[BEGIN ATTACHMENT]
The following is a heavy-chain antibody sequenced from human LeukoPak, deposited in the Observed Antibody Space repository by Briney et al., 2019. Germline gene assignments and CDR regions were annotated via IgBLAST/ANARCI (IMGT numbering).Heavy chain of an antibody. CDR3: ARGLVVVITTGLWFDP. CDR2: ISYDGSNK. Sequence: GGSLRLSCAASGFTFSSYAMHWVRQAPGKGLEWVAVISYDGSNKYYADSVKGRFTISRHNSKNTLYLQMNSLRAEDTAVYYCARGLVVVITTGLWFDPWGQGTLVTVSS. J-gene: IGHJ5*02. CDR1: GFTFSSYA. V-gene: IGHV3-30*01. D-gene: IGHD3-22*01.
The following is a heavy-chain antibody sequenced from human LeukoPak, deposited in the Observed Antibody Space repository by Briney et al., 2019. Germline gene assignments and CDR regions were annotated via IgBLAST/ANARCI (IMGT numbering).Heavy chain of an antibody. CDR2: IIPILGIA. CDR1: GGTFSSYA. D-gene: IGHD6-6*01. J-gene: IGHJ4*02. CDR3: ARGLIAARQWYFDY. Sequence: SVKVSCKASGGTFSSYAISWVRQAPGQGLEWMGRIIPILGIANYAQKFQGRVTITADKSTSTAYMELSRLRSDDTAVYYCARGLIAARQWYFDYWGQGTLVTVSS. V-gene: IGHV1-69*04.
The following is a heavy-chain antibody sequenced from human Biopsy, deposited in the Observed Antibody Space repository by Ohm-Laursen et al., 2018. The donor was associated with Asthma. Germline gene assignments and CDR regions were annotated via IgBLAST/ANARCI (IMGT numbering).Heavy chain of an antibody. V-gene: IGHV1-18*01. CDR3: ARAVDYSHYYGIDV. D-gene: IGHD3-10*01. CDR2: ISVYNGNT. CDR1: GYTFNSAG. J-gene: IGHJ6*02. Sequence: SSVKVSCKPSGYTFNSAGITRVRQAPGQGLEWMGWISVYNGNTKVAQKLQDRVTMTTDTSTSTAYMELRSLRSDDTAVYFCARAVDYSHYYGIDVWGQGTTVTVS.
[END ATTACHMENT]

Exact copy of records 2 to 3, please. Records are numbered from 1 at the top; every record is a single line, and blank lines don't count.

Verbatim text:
The following is a heavy-chain antibody sequenced from human LeukoPak, deposited in the Observed Antibody Space repository by Briney et al., 2019. Germline gene assignments and CDR regions were annotated via IgBLAST/ANARCI (IMGT numbering).Heavy chain of an antibody. CDR2: IIPILGIA. CDR1: GGTFSSYA. D-gene: IGHD6-6*01. J-gene: IGHJ4*02. CDR3: ARGLIAARQWYFDY. Sequence: SVKVSCKASGGTFSSYAISWVRQAPGQGLEWMGRIIPILGIANYAQKFQGRVTITADKSTSTAYMELSRLRSDDTAVYYCARGLIAARQWYFDYWGQGTLVTVSS. V-gene: IGHV1-69*04.
The following is a heavy-chain antibody sequenced from human Biopsy, deposited in the Observed Antibody Space repository by Ohm-Laursen et al., 2018. The donor was associated with Asthma. Germline gene assignments and CDR regions were annotated via IgBLAST/ANARCI (IMGT numbering).Heavy chain of an antibody. V-gene: IGHV1-18*01. CDR3: ARAVDYSHYYGIDV. D-gene: IGHD3-10*01. CDR2: ISVYNGNT. CDR1: GYTFNSAG. J-gene: IGHJ6*02. Sequence: SSVKVSCKPSGYTFNSAGITRVRQAPGQGLEWMGWISVYNGNTKVAQKLQDRVTMTTDTSTSTAYMELRSLRSDDTAVYFCARAVDYSHYYGIDVWGQGTTVTVS.